It didn't work, I lost all the photos. Some were very cute photos of Simone (she's cheesing it up now), and photos from my mushroom class.

Not pleased.

Wednesday, October 15, 2008

St. John Monastery

A while back, we traveled up to see the family in Yakima. I forget the trip details, but it was fun - Simone loves her cousins.

On the way back we stopped at the St. John Monastery's roadside store. We've always wondered what it was like, but we've always driven by on a Sunday (for some reason we don't notice it while driving to Yakima). But, because it was Labor Day weekend, we came back on a Monday - and it was open.

We stopped in and picked up a pan of spanikopita and baklava. The spanikopita rocked, and the baklava was pretty good (though I'd prefer to make my own).

If you're in the neighborhood, check it out.


Mary and I went to the coast on Monday. Nothing terribly exciting, just a nice day hanging out with each other.

We stopped into a little market that had odd snacks, picked up two huge pickles and some licorice.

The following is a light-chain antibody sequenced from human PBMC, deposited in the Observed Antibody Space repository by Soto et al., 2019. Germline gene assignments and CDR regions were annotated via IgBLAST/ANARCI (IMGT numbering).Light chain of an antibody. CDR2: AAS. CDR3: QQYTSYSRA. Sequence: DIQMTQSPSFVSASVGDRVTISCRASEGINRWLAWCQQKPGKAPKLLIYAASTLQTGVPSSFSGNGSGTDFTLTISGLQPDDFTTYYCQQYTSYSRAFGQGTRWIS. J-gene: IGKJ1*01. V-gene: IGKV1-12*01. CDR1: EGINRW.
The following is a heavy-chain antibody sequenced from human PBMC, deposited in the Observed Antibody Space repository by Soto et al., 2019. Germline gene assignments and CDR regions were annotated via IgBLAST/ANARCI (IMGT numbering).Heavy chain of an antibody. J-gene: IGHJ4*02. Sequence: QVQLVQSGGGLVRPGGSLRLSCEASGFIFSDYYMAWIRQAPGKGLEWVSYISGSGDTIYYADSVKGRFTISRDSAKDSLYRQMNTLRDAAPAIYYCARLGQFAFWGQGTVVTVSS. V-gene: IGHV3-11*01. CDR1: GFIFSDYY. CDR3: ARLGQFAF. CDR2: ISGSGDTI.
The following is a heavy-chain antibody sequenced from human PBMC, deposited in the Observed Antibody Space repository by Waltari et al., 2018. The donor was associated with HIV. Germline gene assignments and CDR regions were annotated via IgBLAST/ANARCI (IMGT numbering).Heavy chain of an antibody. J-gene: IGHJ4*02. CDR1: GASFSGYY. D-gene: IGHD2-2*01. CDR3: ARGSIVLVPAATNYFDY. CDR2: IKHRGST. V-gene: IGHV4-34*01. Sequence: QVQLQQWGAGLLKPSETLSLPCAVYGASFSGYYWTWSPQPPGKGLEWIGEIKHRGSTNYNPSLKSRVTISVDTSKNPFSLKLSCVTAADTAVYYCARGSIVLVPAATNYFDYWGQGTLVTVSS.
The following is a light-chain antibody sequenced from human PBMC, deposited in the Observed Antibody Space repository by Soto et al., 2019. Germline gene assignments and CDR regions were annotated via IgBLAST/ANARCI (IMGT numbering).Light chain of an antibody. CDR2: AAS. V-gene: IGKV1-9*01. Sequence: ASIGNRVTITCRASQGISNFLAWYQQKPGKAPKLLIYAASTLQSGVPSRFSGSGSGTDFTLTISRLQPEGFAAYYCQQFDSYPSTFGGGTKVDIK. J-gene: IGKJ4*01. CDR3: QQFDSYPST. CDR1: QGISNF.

I've got to say, it was the best licorice I've ever had.

Monday, October 13, 2008

Pirate if you do, Pirate if you don't...

From xkcd:

So true.

Friday, October 10, 2008

East Coast Trip 2008

Mary, Simone and I traveled back east to show them my own stomping grounds and the fall colors. Plus we spent a couple days in Maine visiting Mary's cousins (from her dad's side). We had a great time, the weather was good (only one day w/rain), the food was good, and Simone traveled really well.

We walked around Cornell - campus hadn't changed very much - though the U-Halls were gone (my freshman dorm) and had been replaced with some slightly larger buildings. We ate hot-truck, lunch at Moosewood, college town bagels, and (surprisingly still around) Aladdin's.

It was also nice to meet Mary's extended family - unfortunately I didn't get any photos of them.

One surprise was that we found out Simone's namesake (Mary's great-aunt) spelled her name with two "N"s: Simonne.

Check out the photo album:

East Coast 2008

FM 100 Hue Test

I scored 11, not too bad (0 is perfect).

FM 100 Hue Test

Monday, September 22, 2008

700 Billion

We, the tax payers, have decided (through our elected officials... wait, an appointed official from the most incompetent president ever... sigh) to bail out the financial markets.